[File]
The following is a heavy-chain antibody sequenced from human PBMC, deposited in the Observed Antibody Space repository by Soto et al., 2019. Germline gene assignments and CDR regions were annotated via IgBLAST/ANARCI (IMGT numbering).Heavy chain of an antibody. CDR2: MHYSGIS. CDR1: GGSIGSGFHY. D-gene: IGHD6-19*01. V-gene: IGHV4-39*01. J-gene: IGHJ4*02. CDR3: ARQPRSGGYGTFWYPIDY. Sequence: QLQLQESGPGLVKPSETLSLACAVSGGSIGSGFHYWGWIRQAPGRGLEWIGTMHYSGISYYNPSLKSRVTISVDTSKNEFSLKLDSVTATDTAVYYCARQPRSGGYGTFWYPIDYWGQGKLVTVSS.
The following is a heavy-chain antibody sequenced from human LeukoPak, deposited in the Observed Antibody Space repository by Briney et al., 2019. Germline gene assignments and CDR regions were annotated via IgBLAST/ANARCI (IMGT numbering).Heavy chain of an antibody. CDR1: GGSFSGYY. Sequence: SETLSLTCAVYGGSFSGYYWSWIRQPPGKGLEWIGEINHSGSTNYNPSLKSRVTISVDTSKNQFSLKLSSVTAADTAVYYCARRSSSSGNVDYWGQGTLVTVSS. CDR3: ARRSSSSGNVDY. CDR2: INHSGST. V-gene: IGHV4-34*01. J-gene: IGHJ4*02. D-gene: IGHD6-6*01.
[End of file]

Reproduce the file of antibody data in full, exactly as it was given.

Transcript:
The following is a heavy-chain antibody sequenced from human PBMC, deposited in the Observed Antibody Space repository by Soto et al., 2019. Germline gene assignments and CDR regions were annotated via IgBLAST/ANARCI (IMGT numbering).Heavy chain of an antibody. CDR2: MHYSGIS. CDR1: GGSIGSGFHY. D-gene: IGHD6-19*01. V-gene: IGHV4-39*01. J-gene: IGHJ4*02. CDR3: ARQPRSGGYGTFWYPIDY. Sequence: QLQLQESGPGLVKPSETLSLACAVSGGSIGSGFHYWGWIRQAPGRGLEWIGTMHYSGISYYNPSLKSRVTISVDTSKNEFSLKLDSVTATDTAVYYCARQPRSGGYGTFWYPIDYWGQGKLVTVSS.
The following is a heavy-chain antibody sequenced from human LeukoPak, deposited in the Observed Antibody Space repository by Briney et al., 2019. Germline gene assignments and CDR regions were annotated via IgBLAST/ANARCI (IMGT numbering).Heavy chain of an antibody. CDR1: GGSFSGYY. Sequence: SETLSLTCAVYGGSFSGYYWSWIRQPPGKGLEWIGEINHSGSTNYNPSLKSRVTISVDTSKNQFSLKLSSVTAADTAVYYCARRSSSSGNVDYWGQGTLVTVSS. CDR3: ARRSSSSGNVDY. CDR2: INHSGST. V-gene: IGHV4-34*01. J-gene: IGHJ4*02. D-gene: IGHD6-6*01.